Head to Ortaköy on the outskirts of Istanbul and feel the cool morning breeze on your skin as the light dapples the Ortaköy Mosque and Bosporus Bridge. Visit this serene spot before the tourists arrive and stop for brunch at one of the little cafés lining the shoreline.
Hail a taxi to Taksim Square, a historic hotbed of political activism in the heart of Istanbul. Check out the Republic Monument, which commemorates the founding of modern Turkey almost a century ago. The square is also a great spot for people watching as it connects much of the city.
Pick up a tram from Taksim Square and ride along İstiklal Caddesi, a pedestrianised shopping street that hums with activity. These bright red trams are noisy and bumpy, but there’s no better way to feel like a local than riding one of Istanbul’s gorgeous, nostalgic streetcars.
Buying one tram ticket allows you to hop on and off as you please. Take advantage of this to explore the many ancient arcades that branch from İstiklal Caddesi. Go with the flow of people who wander through these cool, dark passageways piled high with leather goods, spices and souvenirs.
Hop off in the Galata neighbourhood and visit the Galata Tower. This 14th-century tower, one of the oldest and tallest in Istanbul, offers panoramic views of the city.
Take the bridge connecting Galata to the Old Town. This idyllic spot provides views of Istanbul’s skyline and is dotted with hundreds of fishermen. Make sure to stop at one of the floating restaurants for a fish sandwich (balık ekmek), a local favourite.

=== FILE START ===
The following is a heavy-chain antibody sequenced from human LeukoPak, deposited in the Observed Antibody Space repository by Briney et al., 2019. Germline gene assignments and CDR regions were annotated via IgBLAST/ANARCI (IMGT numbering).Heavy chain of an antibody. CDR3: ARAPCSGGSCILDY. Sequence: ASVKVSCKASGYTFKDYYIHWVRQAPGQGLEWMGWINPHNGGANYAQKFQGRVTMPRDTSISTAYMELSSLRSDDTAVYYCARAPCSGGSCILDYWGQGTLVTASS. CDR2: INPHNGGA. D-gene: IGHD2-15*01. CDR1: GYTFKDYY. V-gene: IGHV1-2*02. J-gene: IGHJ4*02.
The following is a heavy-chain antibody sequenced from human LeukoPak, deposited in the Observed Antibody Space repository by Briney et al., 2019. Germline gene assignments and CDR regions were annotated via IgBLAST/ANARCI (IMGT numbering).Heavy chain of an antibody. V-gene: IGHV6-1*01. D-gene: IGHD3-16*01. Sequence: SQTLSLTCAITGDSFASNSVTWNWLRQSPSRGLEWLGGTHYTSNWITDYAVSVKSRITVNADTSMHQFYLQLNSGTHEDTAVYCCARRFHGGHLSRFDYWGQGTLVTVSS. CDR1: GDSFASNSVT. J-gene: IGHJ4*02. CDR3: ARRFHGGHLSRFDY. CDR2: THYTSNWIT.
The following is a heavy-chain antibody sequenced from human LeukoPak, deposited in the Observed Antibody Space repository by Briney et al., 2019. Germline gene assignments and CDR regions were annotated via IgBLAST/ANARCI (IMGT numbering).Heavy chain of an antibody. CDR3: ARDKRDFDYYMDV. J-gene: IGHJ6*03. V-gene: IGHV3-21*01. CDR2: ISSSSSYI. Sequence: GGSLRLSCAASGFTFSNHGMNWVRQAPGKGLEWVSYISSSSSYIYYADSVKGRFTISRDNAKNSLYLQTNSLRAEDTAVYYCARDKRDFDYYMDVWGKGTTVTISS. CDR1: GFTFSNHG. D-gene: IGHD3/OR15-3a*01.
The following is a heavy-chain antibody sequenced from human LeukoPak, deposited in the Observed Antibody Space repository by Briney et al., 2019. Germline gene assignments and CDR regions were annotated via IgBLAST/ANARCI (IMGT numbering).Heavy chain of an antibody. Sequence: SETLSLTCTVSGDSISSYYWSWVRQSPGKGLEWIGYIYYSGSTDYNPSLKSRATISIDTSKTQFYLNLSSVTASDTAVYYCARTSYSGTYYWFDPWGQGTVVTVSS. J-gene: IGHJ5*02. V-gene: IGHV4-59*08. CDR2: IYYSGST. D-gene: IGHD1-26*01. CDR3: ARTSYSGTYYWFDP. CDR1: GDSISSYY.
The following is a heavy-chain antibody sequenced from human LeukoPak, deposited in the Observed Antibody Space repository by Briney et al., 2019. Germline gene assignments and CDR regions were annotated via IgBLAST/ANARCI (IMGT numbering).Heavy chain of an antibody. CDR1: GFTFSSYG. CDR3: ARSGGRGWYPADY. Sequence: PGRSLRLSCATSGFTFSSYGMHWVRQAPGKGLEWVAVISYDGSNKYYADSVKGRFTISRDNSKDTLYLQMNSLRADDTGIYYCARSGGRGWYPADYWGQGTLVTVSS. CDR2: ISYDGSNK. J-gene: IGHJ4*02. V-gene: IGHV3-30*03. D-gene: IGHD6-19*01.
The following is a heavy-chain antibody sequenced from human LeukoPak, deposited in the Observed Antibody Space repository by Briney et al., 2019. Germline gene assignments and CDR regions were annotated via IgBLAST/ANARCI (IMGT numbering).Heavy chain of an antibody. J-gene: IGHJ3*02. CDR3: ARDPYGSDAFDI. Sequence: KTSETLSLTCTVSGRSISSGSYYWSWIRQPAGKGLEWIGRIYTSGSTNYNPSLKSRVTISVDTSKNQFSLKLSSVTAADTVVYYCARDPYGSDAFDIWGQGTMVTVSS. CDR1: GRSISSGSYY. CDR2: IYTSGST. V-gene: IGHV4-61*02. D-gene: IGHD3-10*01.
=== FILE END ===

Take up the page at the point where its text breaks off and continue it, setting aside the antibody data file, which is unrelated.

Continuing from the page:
Next stop is the Grand Bazaar, Istanbul’s market where people have traded for hundreds of years. Roam the narrow corridors and be sure to look up at the beautiful faded frescos. The passageways are especially atmospheric when smoke from the grills catches shafts of light afforded by the centuries-old architecture.
Afterwards head to the Sahaflar Çarşısı. Even if you’re not obsessed with books, this market is well worth exploring, not least of all for the street cats who are treated here as fellow citizens. Literature lovers will lose themselves in the piles of rare Arabic and English titles.
No visit to Istanbul would be complete without seeing the Blue Mosque and Hagia Sophia, a former Greek Orthodox basilica and later an Ottoman imperial mosque. Since 1935 the Hagia Sophia, which was once the world’s largest building, has been a museum, and stepping foot inside this cavernous space is an incredible experience.
There’s no better way to end a day in Istanbul than watching the sunset from the Süleymaniye Mosque or Golden Horn Metro Bridge. The sunsets here are unparalleled, framing the silhouette of the city’s skyline while the evening call to prayer echoes all around.